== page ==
Chronic lymphocytic leukemia

CLL and COVID-19 at the Hospital Clinic of Barcelona: an interim report

To the Editor:

COVID-19 caused by SARS-CoV-2 has lead to a global pandemic already affecting over 3.5 million persons with more than 243,000 confirmed deaths [1]. Early reports from China indicate that persons with cancer are more susceptible to SARS-CoV-2 [2]. However, there are no data on the prevalence of COVID-19 in different types of cancer, including chronic lymphocytic leukemia (CLL).

CLL is the most frequent leukemia in Western countries with an incidence of 4.2:100,000/year, increasing to more than 30:100,000/year at an age of >80 years. The median age at diagnosis is 72 years, and most patients are older than 60 years. Data from US SEER estimated >20,000 newly diagnosed cases of CLL in 2019 [3]. CLL is frequently accompanied by immunodefiency (that can be aggravated by therapy) and comorbidity. Infections are the first cause of death in CLL. Cancer, older age, inmmunodeficiency, and chronic diseases are all risk factors for COVID-19 [4]. It could be hypothesized, therefore, that patients with CLL are among those with a higher risk to contract COVID-19. However, the prevalence, clinical characteristics, and outcome of patients with CLL and COVID-19 infection have not yet been established, and to obtain the full picture will take time. Meanwhile, preliminary information from large series of patients can be useful.

The Hospital Clinic from Barcelona is a reference center for CLL. In the period 2000–2019, 804 patients with CLL were registered. The median age was 67 years. The median overall survival is 11.8 years. Three hundred and eighty-four patients have died; in 236 with available information, infection was the cause of death in 35% subjects. The median follow-up of 420 patients who remain alive is 7.9 years. Four of these patients (0.95%) have been diagnosed with symptomatic COVID-19. Their characteristics and outcome are shown in the Table 1. Of note, the number of patients with COVID-19 admitted at the Hospital Clinic of Barcelona as of 6 May 2020 is 2366.

Table 1 Main characteristics of patients, treatment, and outcome.

All four patients were males, old and suffered from comorbidity; three had increased ferritin levels; two presented lymphocytopenia; and one had increased D-dimer levels, all features associated with poor outcome in COVID-19 [4]. Also, two patients had previously received therapy for CLL. Despite this, the course of the disease was mild, and no patient required admission in an intensive care unit; three patients quickly recovered after 4–8 days and one after 24 days of experimental therapy for COVID-19. It could be speculated that the CLL-related immunodeficiency, rather than exacerbating the effects of SARS-Cov-2 might prevent them [5]. This, as well as the potential role of immunomodulatory agents (e.g., ibrutinib) on the outcome of patients with CLL infected by SARS-Cov-2, deserves investigation [6, 7].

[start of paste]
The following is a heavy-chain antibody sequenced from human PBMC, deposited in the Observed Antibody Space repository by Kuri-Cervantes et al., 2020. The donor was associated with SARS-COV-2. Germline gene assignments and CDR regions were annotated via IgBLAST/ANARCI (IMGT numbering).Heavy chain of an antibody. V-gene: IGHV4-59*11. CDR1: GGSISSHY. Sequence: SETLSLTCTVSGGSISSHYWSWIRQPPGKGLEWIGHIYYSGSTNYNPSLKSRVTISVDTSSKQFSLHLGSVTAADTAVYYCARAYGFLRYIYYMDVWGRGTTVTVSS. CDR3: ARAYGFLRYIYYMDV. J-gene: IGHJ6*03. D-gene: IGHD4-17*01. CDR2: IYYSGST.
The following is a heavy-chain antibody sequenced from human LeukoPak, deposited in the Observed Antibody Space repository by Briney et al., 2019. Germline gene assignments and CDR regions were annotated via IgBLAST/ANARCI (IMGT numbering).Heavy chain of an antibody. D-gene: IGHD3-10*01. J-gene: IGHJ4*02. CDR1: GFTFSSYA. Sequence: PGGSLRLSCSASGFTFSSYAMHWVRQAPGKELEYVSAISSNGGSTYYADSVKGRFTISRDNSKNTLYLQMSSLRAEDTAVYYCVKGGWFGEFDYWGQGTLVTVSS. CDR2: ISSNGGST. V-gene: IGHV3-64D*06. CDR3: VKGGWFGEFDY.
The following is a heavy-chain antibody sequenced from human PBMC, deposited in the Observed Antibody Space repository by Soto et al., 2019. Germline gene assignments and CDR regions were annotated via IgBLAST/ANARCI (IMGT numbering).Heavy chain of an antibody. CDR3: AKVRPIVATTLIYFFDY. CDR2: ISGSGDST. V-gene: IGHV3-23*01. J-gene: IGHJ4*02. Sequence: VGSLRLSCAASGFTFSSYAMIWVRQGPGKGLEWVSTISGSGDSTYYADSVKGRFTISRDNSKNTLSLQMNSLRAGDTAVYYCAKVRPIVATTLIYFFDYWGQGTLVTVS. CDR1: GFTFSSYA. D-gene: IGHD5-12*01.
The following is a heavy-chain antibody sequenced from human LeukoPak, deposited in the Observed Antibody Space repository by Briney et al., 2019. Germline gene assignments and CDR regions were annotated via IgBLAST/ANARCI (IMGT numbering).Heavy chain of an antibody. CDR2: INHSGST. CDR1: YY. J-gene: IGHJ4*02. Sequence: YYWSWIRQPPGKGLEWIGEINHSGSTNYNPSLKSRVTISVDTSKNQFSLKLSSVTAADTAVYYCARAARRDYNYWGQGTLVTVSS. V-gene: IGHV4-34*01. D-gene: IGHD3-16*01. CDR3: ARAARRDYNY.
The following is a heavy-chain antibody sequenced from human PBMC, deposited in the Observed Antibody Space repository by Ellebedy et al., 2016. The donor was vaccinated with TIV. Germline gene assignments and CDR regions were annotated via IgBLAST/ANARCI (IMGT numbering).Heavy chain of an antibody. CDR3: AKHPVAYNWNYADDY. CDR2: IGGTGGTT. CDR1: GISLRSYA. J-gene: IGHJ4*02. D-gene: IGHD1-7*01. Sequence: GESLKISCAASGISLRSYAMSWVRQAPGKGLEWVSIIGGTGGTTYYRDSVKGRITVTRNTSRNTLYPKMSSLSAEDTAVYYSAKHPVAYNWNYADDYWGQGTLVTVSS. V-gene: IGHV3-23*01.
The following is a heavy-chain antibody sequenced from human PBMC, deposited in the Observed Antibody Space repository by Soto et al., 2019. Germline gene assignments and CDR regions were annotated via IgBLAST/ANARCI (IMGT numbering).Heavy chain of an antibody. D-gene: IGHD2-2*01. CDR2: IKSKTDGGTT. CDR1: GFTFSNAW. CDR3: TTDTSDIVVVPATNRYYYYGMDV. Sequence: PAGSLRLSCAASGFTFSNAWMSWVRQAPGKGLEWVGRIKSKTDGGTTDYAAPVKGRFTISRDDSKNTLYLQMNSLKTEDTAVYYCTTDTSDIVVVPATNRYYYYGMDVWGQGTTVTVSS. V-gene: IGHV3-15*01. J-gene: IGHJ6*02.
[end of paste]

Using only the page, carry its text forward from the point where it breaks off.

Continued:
The concept that patients with cancer have a high-risk for COVID-19 derives from reports describing the underlying conditions in patients with COVID-19 [8, 9]. Ours is the first attempt to directly determining the prevalence of COVID-19 in CLL. In short, 4 of 420 (0.95%) patients, representative of the general CLL population, have been so far diagnosed with mild, symptomatic COVID-19. The seemingly low prevalence of symptomatic COVID-19 in CLL needs to be taken cautiously as the number of cases may increase as long as the pandemic persists. Several recently launched studies, will help to clarify the prevalence of COVID-19 in CLL, its clinical characteristics, optimal therapy, and outcome. Meanwhile, this interim report based on a large series of patients provides a frame to gauge the likely impact of COVID-19 on patients with CLL. Also, different organisms have issued helpful recommendations on the prevention of COVID-19 in patients with CLL or cancer in this dramatic and challenging moment [10, 11].

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Acknowledgements

Thanks are due to Antoni Trilla (Department of Epidemiology, Hospital Clínic Barcelona) and Antoni Castells (Medical Director, Hospital Cínic Barcelona) for helpful information, and to all membres from the COVID-19 Team from the Hospital Clinic Barcelona, patients, and relatives for their exemplary courage.

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Correspondence to Emili Montserrat.

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Baumann, T., Delgado, J. & Montserrat, E. CLL and COVID-19 at the Hospital Clinic of Barcelona: an interim report. Leukemia 34, 1954–1956 (2020). https://doi.org/10.1038/s41375-020-0870-5

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